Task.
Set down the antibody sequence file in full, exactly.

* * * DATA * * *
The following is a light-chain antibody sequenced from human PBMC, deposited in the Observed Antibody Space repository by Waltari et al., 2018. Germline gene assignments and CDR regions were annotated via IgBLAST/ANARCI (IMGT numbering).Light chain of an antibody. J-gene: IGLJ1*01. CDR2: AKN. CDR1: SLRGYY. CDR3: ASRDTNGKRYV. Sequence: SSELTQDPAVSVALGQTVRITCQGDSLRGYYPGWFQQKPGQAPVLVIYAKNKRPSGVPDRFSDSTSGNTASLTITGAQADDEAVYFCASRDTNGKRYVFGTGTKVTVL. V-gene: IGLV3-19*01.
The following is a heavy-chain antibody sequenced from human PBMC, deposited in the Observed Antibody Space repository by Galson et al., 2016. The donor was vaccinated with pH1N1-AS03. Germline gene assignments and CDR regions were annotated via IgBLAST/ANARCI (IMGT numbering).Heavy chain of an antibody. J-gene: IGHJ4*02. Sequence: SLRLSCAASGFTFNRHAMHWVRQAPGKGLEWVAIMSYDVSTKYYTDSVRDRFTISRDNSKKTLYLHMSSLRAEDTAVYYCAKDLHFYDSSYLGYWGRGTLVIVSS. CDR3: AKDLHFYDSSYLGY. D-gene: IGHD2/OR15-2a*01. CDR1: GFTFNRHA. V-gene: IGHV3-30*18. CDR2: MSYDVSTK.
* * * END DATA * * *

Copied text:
The following is a light-chain antibody sequenced from human PBMC, deposited in the Observed Antibody Space repository by Waltari et al., 2018. Germline gene assignments and CDR regions were annotated via IgBLAST/ANARCI (IMGT numbering).Light chain of an antibody. J-gene: IGLJ1*01. CDR2: AKN. CDR1: SLRGYY. CDR3: ASRDTNGKRYV. Sequence: SSELTQDPAVSVALGQTVRITCQGDSLRGYYPGWFQQKPGQAPVLVIYAKNKRPSGVPDRFSDSTSGNTASLTITGAQADDEAVYFCASRDTNGKRYVFGTGTKVTVL. V-gene: IGLV3-19*01.
The following is a heavy-chain antibody sequenced from human PBMC, deposited in the Observed Antibody Space repository by Galson et al., 2016. The donor was vaccinated with pH1N1-AS03. Germline gene assignments and CDR regions were annotated via IgBLAST/ANARCI (IMGT numbering).Heavy chain of an antibody. J-gene: IGHJ4*02. Sequence: SLRLSCAASGFTFNRHAMHWVRQAPGKGLEWVAIMSYDVSTKYYTDSVRDRFTISRDNSKKTLYLHMSSLRAEDTAVYYCAKDLHFYDSSYLGYWGRGTLVIVSS. CDR3: AKDLHFYDSSYLGY. D-gene: IGHD2/OR15-2a*01. CDR1: GFTFNRHA. V-gene: IGHV3-30*18. CDR2: MSYDVSTK.